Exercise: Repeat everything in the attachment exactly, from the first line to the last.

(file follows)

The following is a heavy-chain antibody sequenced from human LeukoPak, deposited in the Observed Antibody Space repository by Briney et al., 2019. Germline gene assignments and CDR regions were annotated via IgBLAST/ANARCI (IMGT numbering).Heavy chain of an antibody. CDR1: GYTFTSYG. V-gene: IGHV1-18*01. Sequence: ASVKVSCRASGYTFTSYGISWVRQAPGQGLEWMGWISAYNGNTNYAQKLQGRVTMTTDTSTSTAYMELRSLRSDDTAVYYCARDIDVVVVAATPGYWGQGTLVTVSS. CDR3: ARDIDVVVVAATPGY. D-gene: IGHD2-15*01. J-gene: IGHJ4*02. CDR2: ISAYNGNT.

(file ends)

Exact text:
The following is a heavy-chain antibody sequenced from human LeukoPak, deposited in the Observed Antibody Space repository by Briney et al., 2019. Germline gene assignments and CDR regions were annotated via IgBLAST/ANARCI (IMGT numbering).Heavy chain of an antibody. CDR1: GYTFTSYG. V-gene: IGHV1-18*01. Sequence: ASVKVSCRASGYTFTSYGISWVRQAPGQGLEWMGWISAYNGNTNYAQKLQGRVTMTTDTSTSTAYMELRSLRSDDTAVYYCARDIDVVVVAATPGYWGQGTLVTVSS. CDR3: ARDIDVVVVAATPGY. D-gene: IGHD2-15*01. J-gene: IGHJ4*02. CDR2: ISAYNGNT.